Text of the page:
2015-09-21 W.E. How Does Context Shape Dialog?

Get on here each week to share in a writing assignment that will help you grow in your writing knowledge. These are meant to be fairly short.
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JL Zenor
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2015-09-21 W.E. How Does Context Shape Dialog?

Post by JL Zenor » Mon Sep 21, 2015 2:16 pm

I wanted to start doing something as a group weekly. But getting together every week is a lot to ask. So I decided that doing something together on the forums that increases our writing knowledge would be a great way to learn together as a group, while being free form enough that you can do it on your own time.

So here's the deal. Go to the Writing Excuses podcast and listen to this week's episode, and then just share your comments with the rest of us. Did you learn something from this? How do you think it can be applied?

You don't have to do the homework assignment they give in the episode, however if you decide to do it, share it with us.
Hugh Howey wrote:In everything you do as an author, work harder than anyone else around you. Want it more than you want anything else in life. Even if fortune doesn’t favor you, you’ll have zero regrets, and you’ll create something you’re proud of.
Check out my books: Rite of Passage

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JL Zenor
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Re: 2015-09-21 W.E. How Does Context Shape Dialog?

Post by JL Zenor » Sun Sep 27, 2015 6:14 pm

It's funny that Lena and I discussed some of this last weekend on our way to the hockey game, about not having a "beat" every line. Having them is important for context, but you don't want it constantly. Sanderson saying to use a beat every 5 or so lines helps keep the reader in the scene.

The difficult thing I need to learn from this is about the "on the nose" dialog. Trying to think about how the characters would talk without saying exactly what is on their mind is tough. Mary said to keep in mind why the character is saying that, and what it is achieving to us, the authors.

What did you guys get out of this?
Hugh Howey wrote:In everything you do as an author, work harder than anyone else around you. Want it more than you want anything else in life. Even if fortune doesn’t favor you, you’ll have zero regrets, and you’ll create something you’re proud of.
Check out my books: Rite of Passage

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Re: 2015-09-21 W.E. How Does Context Shape Dialog?

Post by Lena » Sun Sep 27, 2015 9:13 pm

I like how Mary said using beats when you need to emphasize something. Having 'she said' a lot can get repetitive, and throwing in something once in a while to bring the reader back to the story and/or the setting, I think, is a good idea.

I also agree that dialogue should reflect the character, either in dialect, or just in personality. Some characters are chatty, some will only say what's necessary and no more. That keep things interesting, and keeps the dialogue relevant to the story by keeping the character alive through their personality.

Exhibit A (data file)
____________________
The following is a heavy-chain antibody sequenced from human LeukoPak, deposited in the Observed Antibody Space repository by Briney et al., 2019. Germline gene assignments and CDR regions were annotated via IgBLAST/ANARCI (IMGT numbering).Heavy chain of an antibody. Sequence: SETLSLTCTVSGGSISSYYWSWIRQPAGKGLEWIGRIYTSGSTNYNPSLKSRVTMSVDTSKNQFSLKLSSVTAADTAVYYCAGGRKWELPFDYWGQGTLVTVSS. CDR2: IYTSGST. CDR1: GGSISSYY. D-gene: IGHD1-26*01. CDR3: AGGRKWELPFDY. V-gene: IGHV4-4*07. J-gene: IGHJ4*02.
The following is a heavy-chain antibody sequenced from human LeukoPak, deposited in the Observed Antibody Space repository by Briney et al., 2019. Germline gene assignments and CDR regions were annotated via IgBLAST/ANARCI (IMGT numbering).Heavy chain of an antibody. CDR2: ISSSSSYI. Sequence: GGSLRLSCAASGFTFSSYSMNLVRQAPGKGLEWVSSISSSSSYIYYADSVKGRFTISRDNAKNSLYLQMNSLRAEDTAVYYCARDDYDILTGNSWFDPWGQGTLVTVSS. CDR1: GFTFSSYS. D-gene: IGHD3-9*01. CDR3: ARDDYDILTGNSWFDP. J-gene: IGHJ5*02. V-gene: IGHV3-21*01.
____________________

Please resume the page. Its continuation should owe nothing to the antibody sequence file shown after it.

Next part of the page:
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Re: 2015-09-21 W.E. How Does Context Shape Dialog?

Post by JL Zenor » Sun Sep 27, 2015 10:54 pm

Lena wrote:I also agree that dialogue should reflect the character, either in dialect, or just in personality. Some characters are chatty, some will only say what's necessary and no more. That keep things interesting, and keeps the dialogue relevant to the story by keeping the character alive through their personality.
Great, something else to figure out about my characters before I write. How chatty will they be and how will they speak that sets them apart from others? So much to do! :o
Hugh Howey wrote:In everything you do as an author, work harder than anyone else around you. Want it more than you want anything else in life. Even if fortune doesn’t favor you, you’ll have zero regrets, and you’ll create something you’re proud of.
Check out my books: Rite of Passage

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Re: 2015-09-21 W.E. How Does Context Shape Dialog?

Post by RonfarZ3 » Sat Oct 03, 2015 4:33 am

I'm pretty bad at dialogue, I'll just admit it.
Almost every line I have includes a "beat" and I rarely just let the characters talk back and forth. Of course, I think the reason for this is I usually have three or more characters discussing something at any one time, so I need to add the beats to identify who is speaking because most of my characters don't have a lot of "verbal indicators". Or it could be that most of my editors can't figure out who is talking, even when it's a back and forth. Or it could be that most of my dialogue is during scenes where I want to reveal visual information as well.
Essentially, I hate when people talk, and it shows when I try to write them in dialogue.
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